Scanlon: Yes, I do. These are great jobs, they pay well, and they’re interesting, and more and more of them are behind the glass in a plant—rather than requiring a lot of brute force that isn’t always appealing to everybody.
CBM: USG has an employee resource group that helps women when they join the company, and all of your new female engineers get assigned a mentor. What results are you seeing from these efforts?
Scanlon: We’re seeing more women being promoted into leadership positions. We’ve dramatically increased the percentage of female engineers that join us from college. Last year, 24 percent of our new engineers were women. The typical time it takes for us to fully train someone to become a plant manager can be eight to 12 years. All of a sudden, the number of women that we have ready to move into the next level of the organization is rising. We just had two women win the Manufacturing Institute’s STEP (Science, Technology, Engineering and Production) Ahead Awards [for excellence in manufacturing].
CBM: Working in this industry, have you had people react to your gender in a way that you felt created obstacles?
Scanlon: I’ve always been one of few females in the room, and so you stop thinking about it. When I started at Notre Dame, it was about 25 percent female. I went to Booth at a time that it was 10 percent female. I joined IBM, and the division I was in was also about 10 percent female. There are certainly times that somebody tests you, like, “Do you really know what you’re talking about?” But I think it happens to anybody who’s new in a job.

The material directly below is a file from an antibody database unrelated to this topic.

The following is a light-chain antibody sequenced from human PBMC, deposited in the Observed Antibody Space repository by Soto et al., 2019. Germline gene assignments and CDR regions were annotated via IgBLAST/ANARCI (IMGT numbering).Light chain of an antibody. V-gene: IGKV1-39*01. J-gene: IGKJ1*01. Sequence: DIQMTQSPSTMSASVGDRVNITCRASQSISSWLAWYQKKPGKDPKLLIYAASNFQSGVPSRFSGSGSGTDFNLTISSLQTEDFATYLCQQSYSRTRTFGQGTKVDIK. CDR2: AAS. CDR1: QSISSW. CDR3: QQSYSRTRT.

What’s really fascinating for me, when I travel internationally, is how many women are involved in family-owned businesses around the world. You go to Mexico or Thailand, and the husband may have founded a business because he was in construction, and now the wife is running the accounting, the daughter has taken over sales and marketing, and the son-in-law is running operations. And then I always love talking about the many female architects, such as Jeanne Gang. There are a lot of talented women out there, and it’s important to highlight them.
CBM: What are you reading right now?
Scanlon: I just finished the opposite of a business book, called Tattoos on the Heart: The Power of Boundless Compassion. It was written by Greg Boyle, a Jesuit priest, about life in East LA and addressing the challenges of that neighborhood. We had just acquired a company called Ceilings Plus, and its founder sent it to me, with a note that said they’ve hired a lot of employees from this program.
CBM: What did your Booth education help you discover about your abilities as a leader?
Scanlon: I was in the Evening MBA Program, and so I didn’t interact with the same people quarter to quarter. Everybody moved at a different pace. It really did teach us how to come together as a group quickly, figure out what our goals were, and get things done in an efficient manner. Also, I can’t think of a professor who didn’t pound his or her fist on the table and say, “Run the numbers. Run the numbers. Run the numbers.” That sticks with me every single day of my life.
—By Amy Merrick